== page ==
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Honeybees like northern Ontario

About 45 minutes south of North Bay in Restoule, you will find Board's Honey Farm and it goes all the way back to the 1970s.

The six-acre farm has grown into a well-known retailer.

"As soon as people knew that we had honey, it just took off from there. People were wanting us to sell them honey," said owner Jaimie Board.

"It started small, and now we've added many, many products ... We have over 350 different skews on our website. It's quite a large business."

The farm has 12 bee 'yards' where thousands of bees produce honey for most of the year. Each yard has 20-25 hives.

"They have electric fencing for bear protection, and they're all at different farms," Board said.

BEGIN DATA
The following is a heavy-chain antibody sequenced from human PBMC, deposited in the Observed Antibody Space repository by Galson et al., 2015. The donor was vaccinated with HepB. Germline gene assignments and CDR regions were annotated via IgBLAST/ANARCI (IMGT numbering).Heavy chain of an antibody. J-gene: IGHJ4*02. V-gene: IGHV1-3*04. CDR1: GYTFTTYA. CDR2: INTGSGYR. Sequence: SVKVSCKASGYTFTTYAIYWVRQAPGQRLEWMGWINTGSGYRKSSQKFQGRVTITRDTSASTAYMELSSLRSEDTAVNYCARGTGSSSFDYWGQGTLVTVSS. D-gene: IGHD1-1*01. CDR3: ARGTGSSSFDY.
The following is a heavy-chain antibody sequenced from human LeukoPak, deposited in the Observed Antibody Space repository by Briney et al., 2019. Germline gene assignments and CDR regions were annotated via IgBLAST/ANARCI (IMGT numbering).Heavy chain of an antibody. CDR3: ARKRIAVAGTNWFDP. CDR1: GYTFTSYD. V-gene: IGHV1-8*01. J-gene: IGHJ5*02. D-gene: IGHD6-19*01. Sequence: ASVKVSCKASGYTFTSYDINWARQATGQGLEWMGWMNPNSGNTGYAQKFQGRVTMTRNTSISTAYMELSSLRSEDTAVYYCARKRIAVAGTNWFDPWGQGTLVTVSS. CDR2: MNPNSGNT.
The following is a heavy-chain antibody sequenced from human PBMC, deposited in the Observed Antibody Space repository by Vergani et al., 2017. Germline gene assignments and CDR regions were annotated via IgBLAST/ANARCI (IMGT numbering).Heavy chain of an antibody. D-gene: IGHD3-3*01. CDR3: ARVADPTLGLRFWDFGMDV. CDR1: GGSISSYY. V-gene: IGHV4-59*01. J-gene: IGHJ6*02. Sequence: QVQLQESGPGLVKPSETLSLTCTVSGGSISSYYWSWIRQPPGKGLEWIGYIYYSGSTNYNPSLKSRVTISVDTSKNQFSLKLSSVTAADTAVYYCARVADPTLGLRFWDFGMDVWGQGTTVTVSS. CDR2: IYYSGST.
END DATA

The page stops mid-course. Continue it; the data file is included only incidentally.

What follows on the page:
"We have great partnerships with landowners all the way to the far end of Chisholm, all the way in to Powassan, Restoule, Nipissing and Golden Valley. And now I have new yards in Commanda."

While Board's Honey is known as a commercial bee keeper, there are also small bee keepers in the region like Kathy Hogan, who has a bee yard in Powassan.

"As to the success of being a bee keeper, it's just perseverance," said Hogan.

"You will have good years and you will have bad years and just have to learn, and persevere. It's always a learning game, there's always new things happening and new things to talk about."

Hogan said there are pros and cons to bee farming in the north but said honeybees thrive living in the open fields.

"It's a clean environment," she said. "You don't have the large amounts of monoculture like you do down south, so that's important to the bees."

"They like a whole bunch of variety," Hogan added.

"They like a really nice hay field and Powassan and the north have lots of those available."

Bees live for six weeks in the summer and can survive the whole winter in their hives and underground. Top Stories

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